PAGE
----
JFK, The Cold War, and Vladimir PutinBe the first to comment
Despite a crowded news docket, Russian aggression in the Ukraine region continues to draw the attention of the world. Under the Presidency of Soviet-throwback and former KGB officer Vladimir Putin, Russia has undertaken an expansionist mode not seen since the end of the Cold War.
Indeed, given Putin’s Soviet background, the comparisons are inevitable—and prompt the question of how President Kennedy might have handled the current situation.
Age of Soviet Expansion
Back in the early 1960s, the USSR was assertively in expansion mode. Across Asia, China, Eastern Europe, South America and the Caribbean, the Communist system of government was gaining footholds. These developments were met with concern and attempted counter-measures by the Eisenhower administration, but the global situation was becoming increasingly unfavorable.
President Kennedy took it on himself to reverse this trend. According to the JFK Presidential Library, he “ordered substantial increases in American intercontinental ballistic missile forces… added five new army divisions and increased the nation’s air power and military reserves”.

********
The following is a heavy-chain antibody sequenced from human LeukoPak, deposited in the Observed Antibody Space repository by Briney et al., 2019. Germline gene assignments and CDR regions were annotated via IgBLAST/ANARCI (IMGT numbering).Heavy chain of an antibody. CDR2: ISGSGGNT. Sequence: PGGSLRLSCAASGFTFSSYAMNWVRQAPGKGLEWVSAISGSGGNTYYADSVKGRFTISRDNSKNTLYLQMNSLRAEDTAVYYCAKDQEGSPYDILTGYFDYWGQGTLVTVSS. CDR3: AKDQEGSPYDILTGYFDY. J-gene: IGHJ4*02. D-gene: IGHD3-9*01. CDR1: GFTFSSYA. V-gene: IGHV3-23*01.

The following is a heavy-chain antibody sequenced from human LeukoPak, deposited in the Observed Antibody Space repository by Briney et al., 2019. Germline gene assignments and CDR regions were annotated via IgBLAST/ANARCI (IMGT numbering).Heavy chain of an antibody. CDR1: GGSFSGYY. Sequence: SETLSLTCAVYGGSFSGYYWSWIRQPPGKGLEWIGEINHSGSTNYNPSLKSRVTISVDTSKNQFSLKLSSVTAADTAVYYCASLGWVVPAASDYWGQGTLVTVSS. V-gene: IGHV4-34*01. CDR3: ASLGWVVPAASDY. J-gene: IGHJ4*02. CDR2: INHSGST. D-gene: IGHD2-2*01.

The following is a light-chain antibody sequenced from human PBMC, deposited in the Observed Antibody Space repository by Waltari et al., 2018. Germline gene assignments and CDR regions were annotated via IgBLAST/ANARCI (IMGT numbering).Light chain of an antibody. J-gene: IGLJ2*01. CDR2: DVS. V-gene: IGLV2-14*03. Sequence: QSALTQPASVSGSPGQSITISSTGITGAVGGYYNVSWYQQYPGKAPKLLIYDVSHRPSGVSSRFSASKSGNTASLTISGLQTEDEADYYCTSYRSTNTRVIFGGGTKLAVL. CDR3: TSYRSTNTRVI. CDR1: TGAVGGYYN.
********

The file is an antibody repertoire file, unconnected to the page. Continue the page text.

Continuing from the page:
Cuban Missile Crisis
The single greatest test Kennedy faced as President came when the USSR began to install nuclear missiles in Cuba, a move that would have fundamentally altered cold war strategic calculations. President Kennedy simply could not allow nuclear missles 90 miles off of the coast of Florida.
President John F. Kennedy addresses a worried nation during the Cuban Missile Crisis
President Kennedy ordered a blockade of Cuba, and after a tense showdown with his Soviet counterpart, Nikita Khrushchev, the Russians removed the missiles in return for an American promise not to invade Cuba.
When it came to fighting outside of the American sphere of influence, JFK was more cautious about committing force. He sent a small military contingent to Vietnam, but said “In the final analysis, it is their war. They are the ones who have to win it or lose it. We can help them, we can give them equipment, we can send our men out there as advisers, but they have to win it—the people of Vietnam against the Communists.”
President Kennedy walked a line; defending our homeland, while not getting American forces entangled in extended war campaigns. Presidents Johnson and Nixon after him escalated the War in Vietnam to the extent that it became a national quagmire. This in turn helped influence Nixon and Kissenger to seek détente and arms reduction as their chief strategy to contain the Soviet threat.
In what ways is today’s global strategic balance like the Post-Vietnam era? Do you think President Obama is constrained in his options in confronting Putin’s Russia because of the aftermath of the Iraq and Afghanistan wars? What do you think JFK would do differently?